Alto Adige, Curon: the sunken bell tower in Lake Resia
Curon and the hydroelectric power station
Although the tip of the sunken church is one of the most Instagrammable images, the story of Curon is rather sad.
Just five years after the end of World War II, work was completed on a large dam for the generation of hydroelectric power. The natural reservoirs of the Resia Pass, that is, the Resia and Curon lakes, were joined. The operation, however, forced the inhabitants of the small towns to abandon their homes, as the water completely engulfed the old villages.
Today Curon Venosta rests silently at a depth of 22 metres.
The lonely bell tower and the mystery of the bells
All that remains to remind us of the existence of what was once a pleasant village are the memories of the elders and the bell tower of the Romanesque church of St Catherine of Alexandria.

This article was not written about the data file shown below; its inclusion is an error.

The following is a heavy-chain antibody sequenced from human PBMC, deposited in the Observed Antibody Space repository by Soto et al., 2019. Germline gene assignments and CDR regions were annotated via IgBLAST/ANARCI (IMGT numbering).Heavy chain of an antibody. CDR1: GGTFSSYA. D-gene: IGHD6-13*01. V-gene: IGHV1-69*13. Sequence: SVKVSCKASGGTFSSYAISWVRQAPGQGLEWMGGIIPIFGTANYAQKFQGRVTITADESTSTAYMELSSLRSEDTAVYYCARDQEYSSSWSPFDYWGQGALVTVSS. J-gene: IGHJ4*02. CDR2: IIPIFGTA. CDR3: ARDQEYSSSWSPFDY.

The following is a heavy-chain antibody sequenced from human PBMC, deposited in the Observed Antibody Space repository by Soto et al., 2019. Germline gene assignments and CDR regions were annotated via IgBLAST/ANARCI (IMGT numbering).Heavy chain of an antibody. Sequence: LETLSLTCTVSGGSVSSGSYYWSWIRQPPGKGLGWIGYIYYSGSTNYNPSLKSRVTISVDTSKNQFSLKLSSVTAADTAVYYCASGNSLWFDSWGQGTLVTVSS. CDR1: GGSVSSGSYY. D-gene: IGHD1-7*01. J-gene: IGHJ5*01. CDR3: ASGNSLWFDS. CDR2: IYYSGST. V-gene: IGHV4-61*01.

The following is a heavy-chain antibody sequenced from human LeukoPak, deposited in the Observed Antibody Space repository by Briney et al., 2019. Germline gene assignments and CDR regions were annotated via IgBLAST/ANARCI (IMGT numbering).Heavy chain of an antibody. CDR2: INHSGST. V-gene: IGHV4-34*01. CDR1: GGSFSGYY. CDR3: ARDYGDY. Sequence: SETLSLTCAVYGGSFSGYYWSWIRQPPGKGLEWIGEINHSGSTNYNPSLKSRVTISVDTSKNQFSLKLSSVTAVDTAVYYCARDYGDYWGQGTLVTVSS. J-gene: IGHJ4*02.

To see it towering from the waters of the lake is almost awe-inspiring or at least highly symbolic. Perhaps because it is the only survivor of an explosion that demolished some 160 buildings.
On winter nights you can even reach it on foot, when the lake freezes over due to the severe cold.
You need not worry, though. It is said that the tolling of its bells can still be heard, although they were removed before the creation of the reservoir
Hiking and sports in the village
In the Upper Venosta Museum, you will find a wealth of photographic documentation of the ruin and reconstruction of the villages of Curon and Resia, as well as exhibitions of sacred objects of everyday life and the farming culture of the past.
The location also offers the possibility of numerous excursions and outdoor activities.
Along the Adige cycling route, you will reach the city of Merano from Lake Resia.
You will then visit the Benedictine Abbey of Monte Maria, the highest in Europe, and the medieval castle in the villages of Malles and Glorenza.
On foot, you can instead take the loop route, which leads from the church of Sant'Anna di Curon, climbs towards Salg, connects with the forest road leading to the Klopair farmstead, and finally descends to Arlund.
There is also space for water sports. Exposed to the wind as it is, Lake Resia lends itself perfectly to sailing and kitesurfing, as well as canoeing and kayaking.